Tuesday, 18 December 2012

A great personality

Like any confident, red blooded, virile 21st century guy (read: sad, lonely and desperate), I have dabbled in online dating. It's a strange world where to avoid disaster you need to quickly learn how to translate certain words and phrases that appear on girls' profiles. For example, if they describe themselves as “bubbly”, instead read “fat”. No photos that show anything below the shoulders? Also fat. Photos with no date stamp on them? Ten years older than they claim (and also probably ten pounds heavier). No photos at all? Male.

Still would, though

The brightest, reddest warning light by far, however, is when someone is described as having “a great personality”.  What exactly does that mean (apart from that it's more than likely they've been smacked around a bit with the ugly stick)?  And why do we give awards to sportsmen based on their personality?  Since 1991 only three footballers have won the BBC Sports Personality of the Year Award, for such achievements as scoring a goal against Argentina (Michael Owen, 1998), scoring a goal against Greece (David Beckham, 2001) and being a bit old (Ryan Giggs, 2009).  Three winners out of the last twenty two – for the nation's biggest sport that's pretty poor.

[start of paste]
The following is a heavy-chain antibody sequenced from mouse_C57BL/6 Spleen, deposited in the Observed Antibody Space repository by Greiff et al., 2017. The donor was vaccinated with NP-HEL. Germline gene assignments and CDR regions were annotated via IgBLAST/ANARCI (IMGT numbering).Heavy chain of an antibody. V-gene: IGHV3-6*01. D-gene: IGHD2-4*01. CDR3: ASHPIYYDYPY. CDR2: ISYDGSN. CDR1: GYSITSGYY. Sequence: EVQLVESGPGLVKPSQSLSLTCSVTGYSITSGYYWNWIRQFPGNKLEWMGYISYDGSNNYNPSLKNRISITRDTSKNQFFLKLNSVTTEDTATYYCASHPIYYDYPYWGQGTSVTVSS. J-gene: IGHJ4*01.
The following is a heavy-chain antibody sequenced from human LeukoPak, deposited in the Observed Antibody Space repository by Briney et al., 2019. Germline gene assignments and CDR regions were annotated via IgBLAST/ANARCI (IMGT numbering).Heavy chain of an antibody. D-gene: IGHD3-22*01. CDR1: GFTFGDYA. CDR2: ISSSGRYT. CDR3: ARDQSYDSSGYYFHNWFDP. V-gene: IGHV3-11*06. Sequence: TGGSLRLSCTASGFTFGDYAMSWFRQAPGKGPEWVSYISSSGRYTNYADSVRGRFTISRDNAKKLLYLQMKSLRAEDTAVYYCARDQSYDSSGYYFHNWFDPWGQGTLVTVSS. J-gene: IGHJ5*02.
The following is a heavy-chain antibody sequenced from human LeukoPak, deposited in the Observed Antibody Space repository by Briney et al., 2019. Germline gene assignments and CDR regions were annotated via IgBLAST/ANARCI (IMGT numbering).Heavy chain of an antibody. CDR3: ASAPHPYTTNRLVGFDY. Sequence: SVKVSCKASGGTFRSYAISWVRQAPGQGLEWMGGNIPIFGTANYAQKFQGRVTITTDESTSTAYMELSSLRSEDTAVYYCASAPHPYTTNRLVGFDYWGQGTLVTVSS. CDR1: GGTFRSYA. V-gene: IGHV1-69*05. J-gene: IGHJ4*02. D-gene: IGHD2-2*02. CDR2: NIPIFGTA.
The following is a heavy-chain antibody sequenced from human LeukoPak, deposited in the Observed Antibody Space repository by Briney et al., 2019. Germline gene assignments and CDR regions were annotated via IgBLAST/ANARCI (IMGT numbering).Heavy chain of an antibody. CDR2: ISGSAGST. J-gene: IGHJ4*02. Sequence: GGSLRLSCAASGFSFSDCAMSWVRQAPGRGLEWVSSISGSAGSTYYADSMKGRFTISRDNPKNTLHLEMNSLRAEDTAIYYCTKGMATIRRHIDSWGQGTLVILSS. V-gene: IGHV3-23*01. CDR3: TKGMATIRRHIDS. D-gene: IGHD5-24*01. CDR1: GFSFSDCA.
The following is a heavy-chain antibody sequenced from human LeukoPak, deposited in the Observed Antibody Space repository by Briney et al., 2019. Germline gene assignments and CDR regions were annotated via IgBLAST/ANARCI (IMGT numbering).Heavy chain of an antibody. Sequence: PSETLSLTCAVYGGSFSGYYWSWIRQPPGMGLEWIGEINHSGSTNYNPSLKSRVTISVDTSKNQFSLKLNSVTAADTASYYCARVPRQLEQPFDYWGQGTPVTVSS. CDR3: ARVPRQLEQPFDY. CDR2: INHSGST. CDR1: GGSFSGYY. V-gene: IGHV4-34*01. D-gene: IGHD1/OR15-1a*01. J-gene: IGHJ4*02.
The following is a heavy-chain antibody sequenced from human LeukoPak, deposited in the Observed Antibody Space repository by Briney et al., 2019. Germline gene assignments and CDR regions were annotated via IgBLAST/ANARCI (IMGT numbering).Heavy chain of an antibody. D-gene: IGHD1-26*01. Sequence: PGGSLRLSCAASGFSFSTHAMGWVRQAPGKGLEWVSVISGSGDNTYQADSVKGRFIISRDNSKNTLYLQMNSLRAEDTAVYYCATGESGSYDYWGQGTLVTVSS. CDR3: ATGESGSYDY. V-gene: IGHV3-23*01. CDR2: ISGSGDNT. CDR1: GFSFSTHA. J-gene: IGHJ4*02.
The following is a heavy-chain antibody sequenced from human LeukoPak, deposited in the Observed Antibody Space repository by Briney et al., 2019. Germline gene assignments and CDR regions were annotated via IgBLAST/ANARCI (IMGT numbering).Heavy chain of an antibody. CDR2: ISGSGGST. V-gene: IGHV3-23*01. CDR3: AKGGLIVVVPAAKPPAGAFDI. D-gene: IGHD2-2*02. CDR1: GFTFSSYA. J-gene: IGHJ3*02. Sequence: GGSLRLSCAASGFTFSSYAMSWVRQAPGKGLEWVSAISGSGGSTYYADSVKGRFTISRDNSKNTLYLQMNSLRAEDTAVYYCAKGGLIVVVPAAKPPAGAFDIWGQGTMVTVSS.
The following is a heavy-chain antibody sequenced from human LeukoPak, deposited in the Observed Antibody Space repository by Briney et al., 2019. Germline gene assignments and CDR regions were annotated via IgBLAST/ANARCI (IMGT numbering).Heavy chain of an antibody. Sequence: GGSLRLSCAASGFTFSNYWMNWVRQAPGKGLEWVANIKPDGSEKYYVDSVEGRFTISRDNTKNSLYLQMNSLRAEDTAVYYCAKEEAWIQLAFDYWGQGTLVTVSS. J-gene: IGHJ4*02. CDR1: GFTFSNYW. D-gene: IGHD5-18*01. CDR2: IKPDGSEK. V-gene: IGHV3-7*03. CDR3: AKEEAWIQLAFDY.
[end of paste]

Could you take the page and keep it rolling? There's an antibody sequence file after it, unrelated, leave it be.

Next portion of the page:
So is it the case that footballers as a whole don't have “a great personality”?  I think it's more likely that, given the role of the media in football, players are coached out of saying anything particularly controversial in interviews from an early age.  Whether this extends into their private life is an interesting question though - would you have a good evening sharing a Nando's with Gareth Barry, Phil Jagielka and James Milner?

Of course not - Milner is more of a Wagamama man

If footballers want to express themselves more freely, they have to be careful.  The media love to jump on anyone acting a little bit differently from the herd – look at the attitudes towards Mario Balotelli and Joey Barton.  If they hang around with their other rich footballer friends they're aloof and not in touch with the common fan.  If they prefer not to be ostentatious then they're labelled as “boring”.  Footballers also use Twitter, though I think we all know what happens there time and time and time again.

It seems like a bit of a no-win situation, which is maybe why the majority of footballers don't seem that bothered about their public perception and so don't feel a need to be more “interesting”.  Those that do need a very thick skin and the ability to not take themselves too seriously.  As Joey Barton may say, “I'm selfish, impatient and a little insecure.  I make mistakes, I am out of control and at times hard to handle.  But if you can't handle me at my worst, then you sure as hell don't deserve me at my best”.  Just don't put it in a dating profile Joey, it's code for “I'm a twat”.

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